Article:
Data scandal in Las Vegas: Several casino operators have been using monitoring devices and artificial intelligence to cheat their customers. Ironically, the scandal was discovered through the use of artificial intelligence. Hot on the trail of data activist Hanna Karlsen, Nero, an investigative blogger, decided to take a look around the desert metropolis.
It is indeed a comfortable way to travel: I covered the 2,500 miles from New York City to Las Vegas in a hyperloop capsule. The trip did in fact take three hours, but I had been getting sick more often on parabolic flights lately. Hyperloops are also wonderfully suited to work during travel. “Avar, please assemble all the documents that Hanna Karlsen published on the data scandal in Las Vegas,” I asked my AI assistant. “I’d be glad to, Nero,” she answered crisply, and went to work. The data activist Hanna Karlsen had recently been found dead. The police department’s artificial intelligence unit is assuming her death was a suicide, but Karlsen had told me she feared the system would retaliate against her. Since she played a major role in the discovery of the data scandal, Inspector Lee, the investigating officer, asked me to track down clues in Las Vegas.
Heat Sensors at the Roulette Table
The more I read Karlsen’s articles, the clearer the extent of the fraud became. Cameras microphones and other monitoring equipment had long been installed in Las Vegas casinos. Several operators had been using these masses of data to cheat customers. Using facial recognition, they developed movement profiles of their customers, along with detailed psychological studies. They rounded out the information with real-time data. For example, heat sensors were attached to the roulette tables to monitor the players’ body temperatures. Moisture sensors determined the amount of perspiration that their hands carried to the chips. The casinos were able to exactly predict what their customers would do next. According to Karlsen, it was even possible to predict whether a player would bet “odd” or “even” with a probability greater than 90 percent. On this basis, casino employees received precise instructions on what to do. For example, the AI software determined the exact time for the ball’s ejection to reduce the roulette player’s chance of winning.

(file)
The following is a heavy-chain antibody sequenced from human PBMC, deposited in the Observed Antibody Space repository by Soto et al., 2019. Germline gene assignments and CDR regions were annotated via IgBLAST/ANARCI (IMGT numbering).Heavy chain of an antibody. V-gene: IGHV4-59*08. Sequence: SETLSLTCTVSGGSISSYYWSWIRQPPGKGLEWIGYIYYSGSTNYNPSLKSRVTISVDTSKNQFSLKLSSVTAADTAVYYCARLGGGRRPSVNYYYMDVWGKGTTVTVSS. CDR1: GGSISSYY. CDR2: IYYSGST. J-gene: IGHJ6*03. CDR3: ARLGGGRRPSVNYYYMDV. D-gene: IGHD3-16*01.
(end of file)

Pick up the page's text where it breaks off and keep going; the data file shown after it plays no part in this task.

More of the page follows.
Cave System Filled with Computing Centers
In Las Vegas, the computing power needed for these ploys is as plentiful as sand in the Nevada desert. And the metropolis has long been the AI capital of the world as well. No location has more computing power per square mile than Las Vegas. Certainly, the colorful LED lights and the many casino hotels on the Las Vegas strip still bear witness to the city’s past as a gambler’s paradise. But an entire network of caves filled with computing centers lies beneath the city. The centers were housed underground to protect quantum computers from the searing heat.
As I sped across the country in the hyperloop capsule, I looked out the virtual window, which offers a view outside thanks to cameras and slow-motion technology. Beyond the portals of the city, hundreds of square miles of desert are covered with solar foil, which provides electric current for energy-hungry computers. “Green AI – Made in Vegas” has become a model for the rest of the world. The city converted to a new water supply system after Lake Mead dried up. Huge pumps transport seawater through pipelines. across the desert, where it is desalinated and processed with an evaporation system and several ion filters. As I took another look at the membrane-covered evaporation pools, Avar announced our imminent arrival in Las Vegas.
One AI Unearths Another
I was due to meet with Peter Cunning, the head of the taxation authority for the North American Confederation, which moved its headquarters to Las Vegas a few years ago to take advantage of the massive computing power there. This was the agency that discovered the data scandal after receiving tips from Hanna Karlsen. Once the agency’s AI unit compared the profitability trends of a number of casinos, it discovered irregularities. The profitability time curves for a half-dozen casinos differed sharply from the rest, even though every possible ancillary effect had been taken into account. The investigating AI unit concluded that only another AI entity could be behind the scandal. Casinos had been barred from using AI software some years earlier, though consumer protection groups had criticized the close proximity of the computing centers to the casinos right from the start.
The tax agency occupied a black, multi-layered building. I recognized the design from my travels in hot regions: The heat is absorbed and then, with the help of evaporation and several heat exchangers, is used to cool the building. The requisite solar electricity comes directly from the façade, which also serves as an energy storage unit. Cunning was at the entrance waving to me as I arrived. We shook hands.
“It is really something for one artificial intelligence entity to unmask another,” I said approvingly.
“It is indeed,” Peter confirmed. “Our AI unit was only able to uncover the scandal with the help of our quantum computer. And it was only the Grover algorithm that allowed us to go through the casino operators’ extremely large databases.”
“How important was the tip from Hanna Karlsen?” I asked.
“It was crucial as well,” Peter said, after briefly considering the question. “Incidentally, our quantum computer noticed something else.”
I looked at Peter, intrigued.
“We picked up signals from the retro smartwatch that Hanna was wearing on her wrist during her last visit. Its antitheft device was sounding a continual alarm. And our computer determined that the device seriously impaired the smartwatch’s smart-health algorithms.”
“That is strange,” I said. “I’ll have to tell Inspector Lee about this.”